British MP clarifies position on Digital Britain report following backlash

The Liberal Democrat MP for North Cornwall attracted criticism on the messageboards of this website after hitting out at the printing of the report.

Referring to the printing costs associated with the report, he said: “Taxpayers are bound to ask why it’s necessary to spend so much printing a report that should be about having less paper in our lives, not more.”

However, Rogerson has said that the objection to the report was the cost to the taxpayer of printing it and not the printing of the report itself.

In a statement to PrintWeek, he said: “Having got hold of a printed copy of the Digital Britain report myself, I was struck at the very high quality of the print.  It was for that reason that I put in a speculative Parliamentary Question about the cost, not just to get an idea of what had been spent on printing but to see how many copies are distributed free of charge.

“It turns out that a very large proportion of these reports were sent free to Parliament and to other organisations.  I am always sceptical about the merits of sending expensive reports out in large mailshots, since they are necessarily costly and the ‘scatter-gun’ approach quite often means a lot of waste.”

He continued: “I’m not saying for a moment that people should only be able to access this material online. Far from it. I know myself that it’s much more comfortable and effective to read long documents from paper copies, but my parliamentary questions also established that ordinary members of the public pay a whopping £26 mark-up on the cost price of the report, if they obtain one from The Stationery Office.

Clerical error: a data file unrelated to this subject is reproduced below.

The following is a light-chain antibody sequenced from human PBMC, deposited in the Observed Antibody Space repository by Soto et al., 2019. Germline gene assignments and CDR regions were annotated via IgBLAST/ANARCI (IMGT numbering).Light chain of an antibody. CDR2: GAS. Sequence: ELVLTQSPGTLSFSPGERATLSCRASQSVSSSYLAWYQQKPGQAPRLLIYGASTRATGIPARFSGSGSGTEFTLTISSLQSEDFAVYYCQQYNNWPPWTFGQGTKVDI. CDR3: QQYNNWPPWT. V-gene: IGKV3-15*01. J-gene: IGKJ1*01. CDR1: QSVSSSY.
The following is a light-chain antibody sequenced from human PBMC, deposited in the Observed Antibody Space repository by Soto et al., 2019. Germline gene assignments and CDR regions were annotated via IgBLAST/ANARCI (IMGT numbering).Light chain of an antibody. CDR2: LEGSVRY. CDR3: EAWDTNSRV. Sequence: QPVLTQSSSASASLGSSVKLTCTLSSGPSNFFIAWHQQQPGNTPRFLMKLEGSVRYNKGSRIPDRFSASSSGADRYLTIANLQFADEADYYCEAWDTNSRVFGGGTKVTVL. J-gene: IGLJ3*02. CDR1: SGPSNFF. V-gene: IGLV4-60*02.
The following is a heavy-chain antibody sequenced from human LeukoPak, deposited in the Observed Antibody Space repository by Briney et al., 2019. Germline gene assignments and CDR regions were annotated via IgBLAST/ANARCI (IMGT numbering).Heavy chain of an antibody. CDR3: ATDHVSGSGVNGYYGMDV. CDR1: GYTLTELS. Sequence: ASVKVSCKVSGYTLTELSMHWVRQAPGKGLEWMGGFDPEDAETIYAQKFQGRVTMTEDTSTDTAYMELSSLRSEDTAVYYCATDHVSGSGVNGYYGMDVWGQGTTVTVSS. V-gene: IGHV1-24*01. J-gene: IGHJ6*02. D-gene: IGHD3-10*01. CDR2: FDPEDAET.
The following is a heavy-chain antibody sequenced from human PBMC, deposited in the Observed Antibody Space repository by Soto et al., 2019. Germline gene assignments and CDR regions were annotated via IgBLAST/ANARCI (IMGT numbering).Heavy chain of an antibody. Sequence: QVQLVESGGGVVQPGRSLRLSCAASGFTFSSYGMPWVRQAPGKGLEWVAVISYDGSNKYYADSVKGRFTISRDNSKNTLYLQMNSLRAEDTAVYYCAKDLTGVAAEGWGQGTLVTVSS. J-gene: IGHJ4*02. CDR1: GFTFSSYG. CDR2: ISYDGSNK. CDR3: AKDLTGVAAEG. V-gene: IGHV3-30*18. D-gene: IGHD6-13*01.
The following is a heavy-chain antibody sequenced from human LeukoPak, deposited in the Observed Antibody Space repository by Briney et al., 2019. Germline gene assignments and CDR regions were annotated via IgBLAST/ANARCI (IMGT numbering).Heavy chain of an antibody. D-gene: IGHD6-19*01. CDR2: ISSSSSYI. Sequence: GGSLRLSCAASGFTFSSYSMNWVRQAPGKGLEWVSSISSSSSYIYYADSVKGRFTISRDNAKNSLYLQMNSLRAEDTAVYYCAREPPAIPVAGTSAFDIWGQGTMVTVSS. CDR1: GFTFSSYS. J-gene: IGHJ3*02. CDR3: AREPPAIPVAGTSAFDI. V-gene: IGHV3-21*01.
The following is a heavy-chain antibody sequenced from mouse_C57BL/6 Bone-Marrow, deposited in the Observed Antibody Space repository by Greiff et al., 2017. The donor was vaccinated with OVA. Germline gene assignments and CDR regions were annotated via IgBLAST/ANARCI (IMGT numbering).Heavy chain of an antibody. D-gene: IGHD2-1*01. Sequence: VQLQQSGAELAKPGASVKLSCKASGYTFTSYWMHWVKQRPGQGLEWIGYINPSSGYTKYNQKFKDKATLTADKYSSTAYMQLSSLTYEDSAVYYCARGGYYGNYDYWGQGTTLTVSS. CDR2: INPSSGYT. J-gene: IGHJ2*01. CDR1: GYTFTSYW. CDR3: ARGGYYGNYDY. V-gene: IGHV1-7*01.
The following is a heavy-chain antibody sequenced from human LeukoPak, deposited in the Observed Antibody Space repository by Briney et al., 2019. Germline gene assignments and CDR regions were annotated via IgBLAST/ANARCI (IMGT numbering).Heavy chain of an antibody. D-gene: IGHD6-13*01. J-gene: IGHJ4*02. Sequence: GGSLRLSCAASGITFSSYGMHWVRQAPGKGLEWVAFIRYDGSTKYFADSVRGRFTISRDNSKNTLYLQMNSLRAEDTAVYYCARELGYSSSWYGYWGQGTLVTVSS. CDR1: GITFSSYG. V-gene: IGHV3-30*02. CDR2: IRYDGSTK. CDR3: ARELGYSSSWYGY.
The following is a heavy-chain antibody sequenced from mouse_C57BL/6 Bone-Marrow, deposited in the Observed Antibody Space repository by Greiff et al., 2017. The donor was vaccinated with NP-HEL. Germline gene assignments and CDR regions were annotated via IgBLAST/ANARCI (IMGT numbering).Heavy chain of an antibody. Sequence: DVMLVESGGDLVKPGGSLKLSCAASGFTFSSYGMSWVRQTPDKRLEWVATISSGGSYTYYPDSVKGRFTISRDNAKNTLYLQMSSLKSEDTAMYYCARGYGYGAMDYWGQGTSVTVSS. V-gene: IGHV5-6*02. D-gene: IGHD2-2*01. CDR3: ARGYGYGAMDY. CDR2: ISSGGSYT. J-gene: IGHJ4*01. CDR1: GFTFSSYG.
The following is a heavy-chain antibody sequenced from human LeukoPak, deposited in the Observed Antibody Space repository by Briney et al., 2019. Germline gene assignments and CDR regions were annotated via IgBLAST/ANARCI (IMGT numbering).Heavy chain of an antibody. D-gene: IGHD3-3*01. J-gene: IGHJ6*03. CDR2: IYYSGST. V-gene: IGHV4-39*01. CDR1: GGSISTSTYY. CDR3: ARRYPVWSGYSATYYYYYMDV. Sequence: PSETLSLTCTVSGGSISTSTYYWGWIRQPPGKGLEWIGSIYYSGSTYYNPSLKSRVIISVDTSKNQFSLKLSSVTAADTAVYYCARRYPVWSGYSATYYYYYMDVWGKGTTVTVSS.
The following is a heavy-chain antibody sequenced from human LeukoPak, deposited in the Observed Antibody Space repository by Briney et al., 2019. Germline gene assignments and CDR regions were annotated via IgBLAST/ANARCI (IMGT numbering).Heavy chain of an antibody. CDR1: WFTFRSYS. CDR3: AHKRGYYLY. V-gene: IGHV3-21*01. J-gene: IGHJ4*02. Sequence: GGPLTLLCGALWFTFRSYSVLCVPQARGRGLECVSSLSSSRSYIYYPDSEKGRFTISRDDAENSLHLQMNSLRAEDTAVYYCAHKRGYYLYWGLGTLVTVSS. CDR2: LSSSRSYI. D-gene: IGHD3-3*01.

“Surely it would make more sense for the government to write to those it thinks will be interested, inviting them to order a copy free of charge, and to make that same offer to the public through the DCMS (Department for Culture, Media and Sport) website.  Then we could be confident those copies we print are read, and are valued, as they should be.”

He added that, as a member of the All Party Parliamentary Print Group, he would always argue for publications to be available in hard copy as well as online.

Rogerson’s statement followed a joint letter from the BPIF and Unite seeking clarification from the MP in response to his comments.

The letter said that unions were “astounded to read” Rogersons’ comments and added: “As a member of the All Party Parliamentary Print Group of MPs, Rogerson should know better. He should certainly be aware that paper is one of the world’s few truly sustainable products.

“The Digital Britain report, which was released last month, sets out the government’s strategic vision for ensuring that the UK is at the leading edge of the global digital economy.

“Our industry is playing a full part in helping Britain achieve this vision, with more and more print companies using digital technologies to add value through their customers in areas such as personalised print, web-to-print, integrated cross-media communications solutions and database management.”

To read the BPIF and Unite letter in full click here.
To read Dan Rogersons MP’s reply in full click here.

Read the original article at

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